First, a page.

Tanvir's theatre of real
Mahmood Farooqui's recently released Habib Tanvir's Memoirs will give you a glimpse into the unique director, actor and playwright who even Peter Brook looked forward to working with
It is intriguing how friendships forged per chance become the world’s windows into outstanding personalities. Mahmood Farooqui’s recent translations of Habib Tanvir’s Memoirs is one such case where Farooqui - reviver of Dastangoi (an art form of Urdu storytelling) and director - opens up a multi-hued world that he aptly refers to, “a mouth-watering peek into life in the second quarter of the twentieth-century India”.
In his introduction, the translator initiates the reader into the many facets of this iconic personality of the theatre world who devised a form of popular theatre that succeeded the Indian People’s Theatre Association (IPTA), National School of Drama (NSD) and several others. Quite a parallel to Brechtian theatre, Tanvir’s plays spoke directly to the people and as Farooqui mentions, “got rural actors to the urban audience for the first time rather than the other way round”.
Tanvir’s folk theatre is especially known for productions like Agra Bazaar, Charan Das Chor, Ponga Pandit, Jis Lahore Nahi Dekhya Vo Janmya Hi Nahi (He Cannot Claim to Have Been Born Who Hasn’t Seen Lahore) among others. “For the performance of Agra Bazaar, he brought actual potters, shopkeepers, paan-wallah, a tailor and others from Okhla,” informs Farooqui. “Once while Ramleela was being staged, the potter brought his own donkey who shat on the stage making people believe that it was very authentic.”
It is remarkable how Farooqui has been able to do justice to the iconic personality despite knowing him for just five years. He shares, “I was in touch with him when he started writing the memoirs (which he did when he was 81-82 years old). Somewhere in the middle, I was asked to translate them which I readily agreed to.” As a description, Farooqui succinctly states, “Tanvir Saab was a bon vivant. He was a great lover of life, food, women, conversation, jokes…many things.”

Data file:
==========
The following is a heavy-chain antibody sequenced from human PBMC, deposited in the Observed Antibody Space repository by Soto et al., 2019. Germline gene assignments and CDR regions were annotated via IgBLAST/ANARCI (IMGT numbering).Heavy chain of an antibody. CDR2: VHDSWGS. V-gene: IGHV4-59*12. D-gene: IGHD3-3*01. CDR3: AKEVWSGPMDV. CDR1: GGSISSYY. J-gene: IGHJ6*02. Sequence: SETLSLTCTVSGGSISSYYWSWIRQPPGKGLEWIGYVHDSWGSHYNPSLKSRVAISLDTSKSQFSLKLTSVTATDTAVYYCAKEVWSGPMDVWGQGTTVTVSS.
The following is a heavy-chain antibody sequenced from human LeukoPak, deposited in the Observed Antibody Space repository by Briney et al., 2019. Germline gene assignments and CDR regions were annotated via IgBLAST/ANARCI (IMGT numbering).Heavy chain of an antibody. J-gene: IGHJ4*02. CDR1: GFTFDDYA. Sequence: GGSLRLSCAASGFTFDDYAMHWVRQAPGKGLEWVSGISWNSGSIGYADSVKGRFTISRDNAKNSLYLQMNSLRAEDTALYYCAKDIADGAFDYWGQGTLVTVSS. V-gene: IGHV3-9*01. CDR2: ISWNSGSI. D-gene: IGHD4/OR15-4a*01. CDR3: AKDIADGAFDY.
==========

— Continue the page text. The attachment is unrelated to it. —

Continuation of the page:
One of the most distinguished multilingual authors India ever saw, Farooqui avers, “A few years ago, Ramachandra Guha gave a lecture on the ‘Rise and Fall of the Bilingual Intellectual’. Tanvir was definitely in the leagues of Gandhi, Iqbal, Tagore and Gopal Krishna Gokhale who could easily write with ease in a number of languages.” He agrees to the fact that the book is definitely a chronicle of the man and the times he lived in as he traversed through Raipur, Nagpur, Aligarh, Bombay, Delhi and Bhopal. Heartened with the mention of our city, he opines, “Bombay provided a kind of ferment at that time as it had the greatest variety of people.”
Relating the time when Tanvir resided in Bombay for the brief period that he did, Farooqui informs, “Bombay was fundamentally the centre of cinema, art, literature as there was Miraji, Sardar Jafri, Balebhai, and Manto when Tanvir was there.”